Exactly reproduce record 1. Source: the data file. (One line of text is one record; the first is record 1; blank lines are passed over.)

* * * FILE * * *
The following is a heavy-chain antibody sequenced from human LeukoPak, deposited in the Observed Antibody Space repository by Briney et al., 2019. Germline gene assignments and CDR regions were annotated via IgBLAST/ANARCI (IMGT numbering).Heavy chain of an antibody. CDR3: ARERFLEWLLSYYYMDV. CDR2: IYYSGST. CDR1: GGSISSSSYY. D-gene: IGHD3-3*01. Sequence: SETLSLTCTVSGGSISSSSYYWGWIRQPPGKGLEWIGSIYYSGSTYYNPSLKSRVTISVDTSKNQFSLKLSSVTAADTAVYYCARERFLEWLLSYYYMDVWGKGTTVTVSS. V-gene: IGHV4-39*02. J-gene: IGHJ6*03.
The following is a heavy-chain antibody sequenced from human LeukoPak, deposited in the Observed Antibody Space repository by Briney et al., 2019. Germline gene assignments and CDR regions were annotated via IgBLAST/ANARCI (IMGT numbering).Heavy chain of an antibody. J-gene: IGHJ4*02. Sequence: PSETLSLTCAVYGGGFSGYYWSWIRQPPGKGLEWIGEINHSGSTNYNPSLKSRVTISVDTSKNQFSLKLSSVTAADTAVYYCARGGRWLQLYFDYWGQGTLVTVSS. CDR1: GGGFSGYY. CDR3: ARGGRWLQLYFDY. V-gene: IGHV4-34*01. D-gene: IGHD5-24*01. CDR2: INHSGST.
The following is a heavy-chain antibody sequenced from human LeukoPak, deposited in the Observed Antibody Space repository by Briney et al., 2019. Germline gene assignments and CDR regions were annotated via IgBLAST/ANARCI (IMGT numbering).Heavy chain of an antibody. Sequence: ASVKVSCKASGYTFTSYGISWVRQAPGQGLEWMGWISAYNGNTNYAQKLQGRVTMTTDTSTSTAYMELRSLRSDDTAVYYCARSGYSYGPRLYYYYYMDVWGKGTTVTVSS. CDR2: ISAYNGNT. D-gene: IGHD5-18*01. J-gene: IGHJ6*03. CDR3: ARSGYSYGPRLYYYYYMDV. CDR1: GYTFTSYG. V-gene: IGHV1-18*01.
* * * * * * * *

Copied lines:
The following is a heavy-chain antibody sequenced from human LeukoPak, deposited in the Observed Antibody Space repository by Briney et al., 2019. Germline gene assignments and CDR regions were annotated via IgBLAST/ANARCI (IMGT numbering).Heavy chain of an antibody. CDR3: ARERFLEWLLSYYYMDV. CDR2: IYYSGST. CDR1: GGSISSSSYY. D-gene: IGHD3-3*01. Sequence: SETLSLTCTVSGGSISSSSYYWGWIRQPPGKGLEWIGSIYYSGSTYYNPSLKSRVTISVDTSKNQFSLKLSSVTAADTAVYYCARERFLEWLLSYYYMDVWGKGTTVTVSS. V-gene: IGHV4-39*02. J-gene: IGHJ6*03.